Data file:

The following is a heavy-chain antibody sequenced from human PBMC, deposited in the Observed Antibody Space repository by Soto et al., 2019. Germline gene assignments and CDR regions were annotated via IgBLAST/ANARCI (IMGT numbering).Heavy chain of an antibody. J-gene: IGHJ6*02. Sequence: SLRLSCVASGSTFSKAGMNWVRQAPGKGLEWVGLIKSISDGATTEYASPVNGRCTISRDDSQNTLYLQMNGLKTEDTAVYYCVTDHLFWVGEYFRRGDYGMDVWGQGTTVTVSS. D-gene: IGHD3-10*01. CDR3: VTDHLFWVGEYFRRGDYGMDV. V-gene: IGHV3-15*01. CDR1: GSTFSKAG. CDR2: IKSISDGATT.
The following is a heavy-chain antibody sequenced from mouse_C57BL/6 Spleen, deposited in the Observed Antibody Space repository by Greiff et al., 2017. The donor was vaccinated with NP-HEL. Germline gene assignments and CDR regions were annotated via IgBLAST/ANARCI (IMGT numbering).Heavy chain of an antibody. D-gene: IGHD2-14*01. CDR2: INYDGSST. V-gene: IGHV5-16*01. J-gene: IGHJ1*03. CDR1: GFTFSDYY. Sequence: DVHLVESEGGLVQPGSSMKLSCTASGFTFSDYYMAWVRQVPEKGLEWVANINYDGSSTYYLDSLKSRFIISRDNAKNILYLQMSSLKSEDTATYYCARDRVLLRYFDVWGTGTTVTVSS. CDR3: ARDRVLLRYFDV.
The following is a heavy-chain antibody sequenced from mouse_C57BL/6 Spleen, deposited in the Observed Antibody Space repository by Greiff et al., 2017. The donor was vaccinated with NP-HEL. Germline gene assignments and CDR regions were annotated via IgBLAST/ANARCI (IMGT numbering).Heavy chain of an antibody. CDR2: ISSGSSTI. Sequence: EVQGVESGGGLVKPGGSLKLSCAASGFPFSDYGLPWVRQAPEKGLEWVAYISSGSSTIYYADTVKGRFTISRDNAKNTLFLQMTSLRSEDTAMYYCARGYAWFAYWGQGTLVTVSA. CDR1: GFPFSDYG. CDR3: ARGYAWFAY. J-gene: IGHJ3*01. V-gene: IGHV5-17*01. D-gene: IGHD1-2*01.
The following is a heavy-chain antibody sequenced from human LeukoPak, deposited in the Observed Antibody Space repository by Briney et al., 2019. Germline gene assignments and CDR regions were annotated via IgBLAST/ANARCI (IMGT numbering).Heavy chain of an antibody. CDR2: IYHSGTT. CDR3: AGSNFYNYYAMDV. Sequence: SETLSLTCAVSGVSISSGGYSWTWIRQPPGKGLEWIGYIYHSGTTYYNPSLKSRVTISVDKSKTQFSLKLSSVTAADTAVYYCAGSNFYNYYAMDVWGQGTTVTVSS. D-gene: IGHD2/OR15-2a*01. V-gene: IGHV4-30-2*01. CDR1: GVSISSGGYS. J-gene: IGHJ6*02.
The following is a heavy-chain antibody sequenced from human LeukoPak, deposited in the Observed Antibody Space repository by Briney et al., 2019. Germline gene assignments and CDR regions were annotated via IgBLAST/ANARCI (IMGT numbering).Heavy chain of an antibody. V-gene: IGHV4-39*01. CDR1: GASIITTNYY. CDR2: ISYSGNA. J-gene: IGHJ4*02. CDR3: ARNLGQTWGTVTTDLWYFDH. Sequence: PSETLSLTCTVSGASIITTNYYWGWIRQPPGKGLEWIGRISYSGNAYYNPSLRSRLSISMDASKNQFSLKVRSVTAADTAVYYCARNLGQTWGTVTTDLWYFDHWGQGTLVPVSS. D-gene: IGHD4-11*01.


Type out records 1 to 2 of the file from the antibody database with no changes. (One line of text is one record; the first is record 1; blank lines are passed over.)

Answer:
The following is a heavy-chain antibody sequenced from human PBMC, deposited in the Observed Antibody Space repository by Soto et al., 2019. Germline gene assignments and CDR regions were annotated via IgBLAST/ANARCI (IMGT numbering).Heavy chain of an antibody. J-gene: IGHJ6*02. Sequence: SLRLSCVASGSTFSKAGMNWVRQAPGKGLEWVGLIKSISDGATTEYASPVNGRCTISRDDSQNTLYLQMNGLKTEDTAVYYCVTDHLFWVGEYFRRGDYGMDVWGQGTTVTVSS. D-gene: IGHD3-10*01. CDR3: VTDHLFWVGEYFRRGDYGMDV. V-gene: IGHV3-15*01. CDR1: GSTFSKAG. CDR2: IKSISDGATT.
The following is a heavy-chain antibody sequenced from mouse_C57BL/6 Spleen, deposited in the Observed Antibody Space repository by Greiff et al., 2017. The donor was vaccinated with NP-HEL. Germline gene assignments and CDR regions were annotated via IgBLAST/ANARCI (IMGT numbering).Heavy chain of an antibody. D-gene: IGHD2-14*01. CDR2: INYDGSST. V-gene: IGHV5-16*01. J-gene: IGHJ1*03. CDR1: GFTFSDYY. Sequence: DVHLVESEGGLVQPGSSMKLSCTASGFTFSDYYMAWVRQVPEKGLEWVANINYDGSSTYYLDSLKSRFIISRDNAKNILYLQMSSLKSEDTATYYCARDRVLLRYFDVWGTGTTVTVSS. CDR3: ARDRVLLRYFDV.